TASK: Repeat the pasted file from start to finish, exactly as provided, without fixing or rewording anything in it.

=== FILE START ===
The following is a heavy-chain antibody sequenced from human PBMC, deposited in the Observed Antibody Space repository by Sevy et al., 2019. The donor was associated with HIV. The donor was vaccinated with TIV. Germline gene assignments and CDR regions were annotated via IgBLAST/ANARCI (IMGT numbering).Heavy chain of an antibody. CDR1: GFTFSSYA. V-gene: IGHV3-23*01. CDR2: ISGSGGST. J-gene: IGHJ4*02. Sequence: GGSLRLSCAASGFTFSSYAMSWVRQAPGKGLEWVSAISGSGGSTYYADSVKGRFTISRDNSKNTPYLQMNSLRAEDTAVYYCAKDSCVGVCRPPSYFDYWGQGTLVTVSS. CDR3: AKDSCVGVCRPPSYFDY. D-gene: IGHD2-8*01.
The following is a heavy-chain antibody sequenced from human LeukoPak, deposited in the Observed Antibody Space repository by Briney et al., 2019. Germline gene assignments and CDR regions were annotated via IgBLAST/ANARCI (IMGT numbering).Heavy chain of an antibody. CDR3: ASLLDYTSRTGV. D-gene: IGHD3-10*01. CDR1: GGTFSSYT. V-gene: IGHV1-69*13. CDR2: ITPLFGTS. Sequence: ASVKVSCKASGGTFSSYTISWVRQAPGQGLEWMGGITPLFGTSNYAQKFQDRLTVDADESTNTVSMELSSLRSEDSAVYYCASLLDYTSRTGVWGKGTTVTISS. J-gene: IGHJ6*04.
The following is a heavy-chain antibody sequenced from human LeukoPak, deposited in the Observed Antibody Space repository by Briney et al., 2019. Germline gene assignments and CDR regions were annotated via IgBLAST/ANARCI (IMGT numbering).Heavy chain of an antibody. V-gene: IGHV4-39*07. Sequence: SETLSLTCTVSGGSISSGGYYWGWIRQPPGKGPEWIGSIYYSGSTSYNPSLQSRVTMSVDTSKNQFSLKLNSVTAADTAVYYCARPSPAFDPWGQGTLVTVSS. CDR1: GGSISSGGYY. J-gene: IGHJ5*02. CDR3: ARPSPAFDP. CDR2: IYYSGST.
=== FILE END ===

The following is a heavy-chain antibody sequenced from human PBMC, deposited in the Observed Antibody Space repository by Sevy et al., 2019. The donor was associated with HIV. The donor was vaccinated with TIV. Germline gene assignments and CDR regions were annotated via IgBLAST/ANARCI (IMGT numbering).Heavy chain of an antibody. CDR1: GFTFSSYA. V-gene: IGHV3-23*01. CDR2: ISGSGGST. J-gene: IGHJ4*02. Sequence: GGSLRLSCAASGFTFSSYAMSWVRQAPGKGLEWVSAISGSGGSTYYADSVKGRFTISRDNSKNTPYLQMNSLRAEDTAVYYCAKDSCVGVCRPPSYFDYWGQGTLVTVSS. CDR3: AKDSCVGVCRPPSYFDY. D-gene: IGHD2-8*01.
The following is a heavy-chain antibody sequenced from human LeukoPak, deposited in the Observed Antibody Space repository by Briney et al., 2019. Germline gene assignments and CDR regions were annotated via IgBLAST/ANARCI (IMGT numbering).Heavy chain of an antibody. CDR3: ASLLDYTSRTGV. D-gene: IGHD3-10*01. CDR1: GGTFSSYT. V-gene: IGHV1-69*13. CDR2: ITPLFGTS. Sequence: ASVKVSCKASGGTFSSYTISWVRQAPGQGLEWMGGITPLFGTSNYAQKFQDRLTVDADESTNTVSMELSSLRSEDSAVYYCASLLDYTSRTGVWGKGTTVTISS. J-gene: IGHJ6*04.
The following is a heavy-chain antibody sequenced from human LeukoPak, deposited in the Observed Antibody Space repository by Briney et al., 2019. Germline gene assignments and CDR regions were annotated via IgBLAST/ANARCI (IMGT numbering).Heavy chain of an antibody. V-gene: IGHV4-39*07. Sequence: SETLSLTCTVSGGSISSGGYYWGWIRQPPGKGPEWIGSIYYSGSTSYNPSLQSRVTMSVDTSKNQFSLKLNSVTAADTAVYYCARPSPAFDPWGQGTLVTVSS. CDR1: GGSISSGGYY. J-gene: IGHJ5*02. CDR3: ARPSPAFDP. CDR2: IYYSGST.